I feel compelled to address, at least in general, my opinion on what the role of the federal government should be.

First, the things that I want from my government.

  • Infrastructure. Including, in part, utilities and transportation (safety and physical structures)
  • Military protection from foreign hostile actions (not private profiteering in the name of nation building, as we've seen for more than a decade now)
  • Police protection & law enforcement (including, as silly as it sounds, justice for all, regardless of the bank account size)
  • Appropriate business climate (what this exactly means is up for legitimate debate. I would argue this does not mean tax holidays for companies that have built their business with the infrastructure that taxpayers of today, and yesteryear have paid for)
  • A tax code that does not require professional assistance to interpret or plumb the depths of (or for that matter, even software)
  • Reasonable access to health care
Now, the things I do not want from my government.
  • Laws concerning what I can say, think or express
  • Laws concerning what I can put in my body
  • Laws concerning who can marry who (for those who fear for the institution of marriage, especially in the name of religion, I respond by saying I want no part of legislating morality, and denying the benefits that come with state sanctioned marriage due to a "sin" only further highlights my reluctance with having government involved; afterall, "a sin is a sin," and if we maintain this logic with honest consistency, gluttons should also come under lawful punishment -- also, I make a stark distinction between state sanctioned unions and those wed under whatever religious auspice any given person adheres to)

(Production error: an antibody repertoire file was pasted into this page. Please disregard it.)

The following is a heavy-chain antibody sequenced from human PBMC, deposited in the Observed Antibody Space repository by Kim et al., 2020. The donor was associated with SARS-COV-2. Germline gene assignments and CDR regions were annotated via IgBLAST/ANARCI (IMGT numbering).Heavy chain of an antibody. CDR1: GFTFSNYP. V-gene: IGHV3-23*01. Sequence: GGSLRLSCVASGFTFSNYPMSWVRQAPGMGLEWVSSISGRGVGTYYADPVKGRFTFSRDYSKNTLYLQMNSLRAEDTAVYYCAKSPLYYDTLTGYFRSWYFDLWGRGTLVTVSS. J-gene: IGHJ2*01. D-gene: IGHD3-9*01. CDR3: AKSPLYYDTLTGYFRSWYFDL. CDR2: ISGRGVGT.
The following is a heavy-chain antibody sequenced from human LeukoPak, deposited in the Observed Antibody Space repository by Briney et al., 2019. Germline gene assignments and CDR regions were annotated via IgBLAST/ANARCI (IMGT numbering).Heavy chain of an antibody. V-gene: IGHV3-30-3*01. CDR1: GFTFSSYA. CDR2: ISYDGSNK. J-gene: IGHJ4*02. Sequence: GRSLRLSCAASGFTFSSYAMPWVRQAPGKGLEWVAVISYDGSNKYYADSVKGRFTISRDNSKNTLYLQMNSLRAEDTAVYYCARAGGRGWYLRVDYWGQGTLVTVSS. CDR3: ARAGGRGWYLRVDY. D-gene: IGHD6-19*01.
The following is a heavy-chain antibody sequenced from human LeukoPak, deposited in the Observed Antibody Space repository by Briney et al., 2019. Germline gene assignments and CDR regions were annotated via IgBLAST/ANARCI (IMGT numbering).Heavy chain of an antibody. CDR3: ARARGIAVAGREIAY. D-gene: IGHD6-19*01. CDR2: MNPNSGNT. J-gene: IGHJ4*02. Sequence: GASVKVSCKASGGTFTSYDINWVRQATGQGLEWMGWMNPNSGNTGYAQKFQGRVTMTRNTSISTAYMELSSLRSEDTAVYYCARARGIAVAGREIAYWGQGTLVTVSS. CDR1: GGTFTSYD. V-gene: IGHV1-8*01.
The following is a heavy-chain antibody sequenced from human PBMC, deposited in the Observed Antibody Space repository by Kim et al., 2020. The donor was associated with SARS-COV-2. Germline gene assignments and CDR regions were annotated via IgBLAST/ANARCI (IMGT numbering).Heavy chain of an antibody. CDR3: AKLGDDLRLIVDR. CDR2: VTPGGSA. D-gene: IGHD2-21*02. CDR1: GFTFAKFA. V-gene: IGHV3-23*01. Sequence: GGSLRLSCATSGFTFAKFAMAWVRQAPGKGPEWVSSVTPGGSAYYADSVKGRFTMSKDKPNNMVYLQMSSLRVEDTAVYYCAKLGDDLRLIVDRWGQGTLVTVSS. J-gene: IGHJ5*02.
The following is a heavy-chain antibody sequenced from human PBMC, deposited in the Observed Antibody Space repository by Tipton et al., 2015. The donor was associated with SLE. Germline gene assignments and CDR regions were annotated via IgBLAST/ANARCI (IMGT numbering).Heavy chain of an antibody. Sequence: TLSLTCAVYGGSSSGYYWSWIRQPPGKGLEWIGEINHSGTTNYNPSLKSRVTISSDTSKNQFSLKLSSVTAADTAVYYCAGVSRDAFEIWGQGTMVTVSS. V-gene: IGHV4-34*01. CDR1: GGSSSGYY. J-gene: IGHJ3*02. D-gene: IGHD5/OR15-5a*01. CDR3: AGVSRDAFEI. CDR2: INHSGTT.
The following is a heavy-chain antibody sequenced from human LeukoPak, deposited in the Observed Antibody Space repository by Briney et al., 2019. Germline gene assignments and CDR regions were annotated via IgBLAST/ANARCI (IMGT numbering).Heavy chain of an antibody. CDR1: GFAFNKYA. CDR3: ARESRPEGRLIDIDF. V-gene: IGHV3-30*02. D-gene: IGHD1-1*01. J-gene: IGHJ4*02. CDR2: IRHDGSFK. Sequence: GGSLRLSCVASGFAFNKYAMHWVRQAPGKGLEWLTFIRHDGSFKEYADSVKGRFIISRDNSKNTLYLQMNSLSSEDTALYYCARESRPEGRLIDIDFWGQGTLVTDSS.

• Laws or regulations that in any way infringe on personal liberty in the name of safety (I'm looking at you TSA!)
These are just the short list, and what I've listed is heavily influenced by the "hot" issues of the moment.  

As this post stands, I had to struggle to achieve this level of brevity. 

*I also wanted to make the distinction between a single payer system and the nationalization of health care, as some (especially in the media) have not been able, or perhaps, more appropriately, unwilling, to make that distinction. I am not advocating for the nationalization of healthcare -- I don't want to have to be a government employee just to practice medicine in the United States. In fact, I think marrying the private sector efficiency and innovation of health care facilities and clinicians with a single payer, government backed or operated system is as American as apple pie -- or, perhaps as American as diabetes would be more appropriate.